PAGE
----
Cover image for The death of King Arthur : Thomas Malory's Le Morte d'Arthur : a retelling
The death of King Arthur : Thomas Malory's Le Morte d'Arthur : a retelling

Morte d'Arthur.
Ackroyd, Peter, 1949-

Malory, Thomas, Sir, 15th cent. Morte d'Arthur.
Personal Author:
1st American ed.
Publication Information:
New York : Viking, 2011.
Physical Description:
xv, 316 p. ; 24 cm.
General Note:
Copyright date: 2010.
Retells the story of King Arthur, the golden age of Camelot, the perilous search for the Holy Grail, and the love of Guinevere and Lancelot.
Personal Subject:


Material Type
Shelf Number
Item Holds
Book 823.914 ACKROYD Adult Reading Level Non-fiction

On Order



Acclaimed biographer Peter Ackroyd vibrantly resurrects the legendary epic of Camelot in this modern adaptation.

The names of Arthur, Merlin, Lancelot, Guinevere, Galahad, the sword of Excalibur, and the court of Camelot are as recognizable as any from the world of myth. Although many versions exist of the stories of King Arthur and the Knights of the Round Table, Le Morte d'Arthur by Sir Thomas Malory endures as the most moving and richly inventive. In this abridged retelling the inimitable Peter Ackroyd transforms Malory's fifteenth-century work into a dramatic modern story, vividly bringing to life a world of courage and chivalry, magic, and majesty. The golden age of Camelot, the perilous search for the Holy Grail, the love of Guinevere and Lancelot, and the treachery of Arthur's son Mordred are all rendered into contemporary prose with Ackroyd's characteristic charm and panache. Just as he did with his fresh new version of Chaucer's The Canterbury Tales, Ackroyd now brings one of the cornerstones of English literature to a whole new audience.

Reviews 2

Publisher's Weekly Review

Having successfully reworked Chaucer's Canterbury Tales for modern audiences, British editor, novelist, and critic Ackroyd (Dickens: Public Life and Private Passion) turns his talents to Sir Thomas Malory's Le Morte d'Arthur, transforming the 15th-century compilation of Arthurian medieval romances into an eminently readable narrative. Rather than precisely translating Malory's Middle English, Ackroyd renders the original's tone and spirit in modern prose. Readers will recognize Arthur and Galahad, Lancelot and Guinevere, Tristram and Isolde, Merlin, Mordred, and Morgan LeFay, the Sword in the Stone and the Lady of the Lake-portrayed with all their pride, self-doubt, flaws, and frustrations. We see knights caught in a medieval catch-22, trying to abide by a code of chivalry that was difficult even in that era. Their adventures produce enough dastardly villains, doomed loves, magic spells, and heroic deeds to equal the most imaginative contemporary fiction, while relations between the knights and the ladies they rescue, ravish, revere, revenge, or reject yield a surprising range of emotions and complications. Though scholars might prefer a more exact version of Malory's work, most readers will welcome Ackroyd's straightforward storytelling and this celebration of Britain's literary and cultural traditions. (Nov.) (c) Copyright PWxyz, LLC. All rights reserved.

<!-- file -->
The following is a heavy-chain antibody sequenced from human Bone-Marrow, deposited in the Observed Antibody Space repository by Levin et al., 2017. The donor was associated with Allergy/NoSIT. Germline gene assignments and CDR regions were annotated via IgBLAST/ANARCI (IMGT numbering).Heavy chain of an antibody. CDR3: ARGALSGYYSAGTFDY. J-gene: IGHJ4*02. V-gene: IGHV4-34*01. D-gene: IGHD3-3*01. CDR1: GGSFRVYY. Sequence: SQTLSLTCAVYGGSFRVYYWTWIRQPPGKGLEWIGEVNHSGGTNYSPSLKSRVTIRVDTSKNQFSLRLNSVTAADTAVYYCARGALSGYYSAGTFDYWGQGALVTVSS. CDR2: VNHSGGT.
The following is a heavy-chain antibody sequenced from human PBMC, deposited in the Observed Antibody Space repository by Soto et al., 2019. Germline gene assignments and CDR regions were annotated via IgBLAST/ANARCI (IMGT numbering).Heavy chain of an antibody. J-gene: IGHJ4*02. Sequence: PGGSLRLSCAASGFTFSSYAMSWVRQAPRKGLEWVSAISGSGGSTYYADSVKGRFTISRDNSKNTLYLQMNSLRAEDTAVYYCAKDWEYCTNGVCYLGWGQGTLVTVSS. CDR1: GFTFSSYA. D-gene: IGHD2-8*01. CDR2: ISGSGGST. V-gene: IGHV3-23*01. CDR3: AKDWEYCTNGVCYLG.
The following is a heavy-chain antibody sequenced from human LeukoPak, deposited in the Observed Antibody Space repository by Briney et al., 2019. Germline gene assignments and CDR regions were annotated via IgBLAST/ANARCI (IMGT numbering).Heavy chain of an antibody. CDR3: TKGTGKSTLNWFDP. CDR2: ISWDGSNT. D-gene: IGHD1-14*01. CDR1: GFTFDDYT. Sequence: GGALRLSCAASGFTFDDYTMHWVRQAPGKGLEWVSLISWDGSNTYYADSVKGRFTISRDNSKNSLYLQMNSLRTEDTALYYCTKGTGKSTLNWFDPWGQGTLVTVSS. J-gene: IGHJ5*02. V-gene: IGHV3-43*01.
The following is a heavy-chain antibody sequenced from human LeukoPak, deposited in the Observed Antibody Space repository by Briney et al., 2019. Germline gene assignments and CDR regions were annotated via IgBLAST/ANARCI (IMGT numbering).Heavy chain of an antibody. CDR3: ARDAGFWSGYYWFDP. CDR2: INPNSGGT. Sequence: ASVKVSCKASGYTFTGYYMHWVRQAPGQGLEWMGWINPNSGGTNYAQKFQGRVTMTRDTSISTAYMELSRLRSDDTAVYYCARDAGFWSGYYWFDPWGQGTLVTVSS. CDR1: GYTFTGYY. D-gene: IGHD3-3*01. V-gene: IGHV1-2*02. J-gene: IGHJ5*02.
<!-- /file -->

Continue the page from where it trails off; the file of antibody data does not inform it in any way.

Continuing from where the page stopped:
Library Journal Review

Most of us know Sir Thomas Malory's 15th-century Le Morte d'Arthur from T.H. White's The Once and Future King or the musical Camelot. This new version by Ackroyd (The Canterbury Tales: A Retelling) isn't intended to improve on White. It's a modern retelling of the central Arthurian story lines. Arthur becomes king by pulling a sword out of a stone, and he sets up a round table of 150 knights to keep order in the kingdom but is betrayed by his bastard son, Mordred. Sir Lancelot, meanwhile, acts the perfect knight, but his illicit love for Queen Guinevere prevents him from ever attaining the Holy Grail: that privilege is reserved for Galahad, who's still a virgin. Malory's basic story (with obscure language and additional details removed by Ackroyd) should seem old now, but it doesn't. Ackroyd's retelling retains the Christian and chivalric sensibilities of the original but updates the language and cuts out repetition. The result is sheer enjoyment, with notable characters and a narrative that pulls in the reader. And what tales these are-knights fighting for honor, magical potions and poisoned lances, unrequited love, and vile deceit! No one could have done it better than Ackroyd. VERDICT Not a scholarly retelling but a popular one, this story should attract an unexpectedly wide audience.-David Keymer, Modesto, CA (c) Copyright 2011. Library Journals LLC, a wholly owned subsidiary of Media Source, Inc. No redistribution permitted.